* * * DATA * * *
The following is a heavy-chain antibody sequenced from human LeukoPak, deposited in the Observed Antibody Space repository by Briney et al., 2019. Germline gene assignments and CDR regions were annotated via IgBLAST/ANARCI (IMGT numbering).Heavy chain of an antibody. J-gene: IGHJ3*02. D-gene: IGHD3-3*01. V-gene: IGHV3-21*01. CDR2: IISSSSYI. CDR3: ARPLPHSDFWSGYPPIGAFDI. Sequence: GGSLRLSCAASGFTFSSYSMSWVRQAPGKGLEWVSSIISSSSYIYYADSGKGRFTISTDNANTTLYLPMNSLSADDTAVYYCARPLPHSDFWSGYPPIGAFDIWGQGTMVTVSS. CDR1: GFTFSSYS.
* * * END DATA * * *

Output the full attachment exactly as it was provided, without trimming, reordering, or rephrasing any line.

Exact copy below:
The following is a heavy-chain antibody sequenced from human LeukoPak, deposited in the Observed Antibody Space repository by Briney et al., 2019. Germline gene assignments and CDR regions were annotated via IgBLAST/ANARCI (IMGT numbering).Heavy chain of an antibody. J-gene: IGHJ3*02. D-gene: IGHD3-3*01. V-gene: IGHV3-21*01. CDR2: IISSSSYI. CDR3: ARPLPHSDFWSGYPPIGAFDI. Sequence: GGSLRLSCAASGFTFSSYSMSWVRQAPGKGLEWVSSIISSSSYIYYADSGKGRFTISTDNANTTLYLPMNSLSADDTAVYYCARPLPHSDFWSGYPPIGAFDIWGQGTMVTVSS. CDR1: GFTFSSYS.